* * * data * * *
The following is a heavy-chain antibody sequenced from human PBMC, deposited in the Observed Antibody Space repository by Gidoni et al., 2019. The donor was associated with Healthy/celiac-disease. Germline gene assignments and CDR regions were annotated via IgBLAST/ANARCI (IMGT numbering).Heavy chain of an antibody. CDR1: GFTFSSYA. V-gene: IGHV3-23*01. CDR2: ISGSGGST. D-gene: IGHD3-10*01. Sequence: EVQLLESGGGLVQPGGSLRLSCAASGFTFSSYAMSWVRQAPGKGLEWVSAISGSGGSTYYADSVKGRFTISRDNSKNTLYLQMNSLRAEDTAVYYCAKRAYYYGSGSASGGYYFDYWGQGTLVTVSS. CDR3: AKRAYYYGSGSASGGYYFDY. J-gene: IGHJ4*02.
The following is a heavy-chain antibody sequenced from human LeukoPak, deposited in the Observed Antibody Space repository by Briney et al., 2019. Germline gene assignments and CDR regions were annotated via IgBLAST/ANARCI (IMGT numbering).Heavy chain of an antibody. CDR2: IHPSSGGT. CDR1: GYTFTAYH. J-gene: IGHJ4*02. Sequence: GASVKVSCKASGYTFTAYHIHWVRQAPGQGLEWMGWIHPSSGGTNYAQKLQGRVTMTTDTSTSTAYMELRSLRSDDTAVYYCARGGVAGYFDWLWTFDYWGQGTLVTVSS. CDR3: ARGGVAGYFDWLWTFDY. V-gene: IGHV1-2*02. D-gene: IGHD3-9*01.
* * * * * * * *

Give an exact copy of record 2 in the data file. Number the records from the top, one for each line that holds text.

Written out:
The following is a heavy-chain antibody sequenced from human LeukoPak, deposited in the Observed Antibody Space repository by Briney et al., 2019. Germline gene assignments and CDR regions were annotated via IgBLAST/ANARCI (IMGT numbering).Heavy chain of an antibody. CDR2: IHPSSGGT. CDR1: GYTFTAYH. J-gene: IGHJ4*02. Sequence: GASVKVSCKASGYTFTAYHIHWVRQAPGQGLEWMGWIHPSSGGTNYAQKLQGRVTMTTDTSTSTAYMELRSLRSDDTAVYYCARGGVAGYFDWLWTFDYWGQGTLVTVSS. CDR3: ARGGVAGYFDWLWTFDY. V-gene: IGHV1-2*02. D-gene: IGHD3-9*01.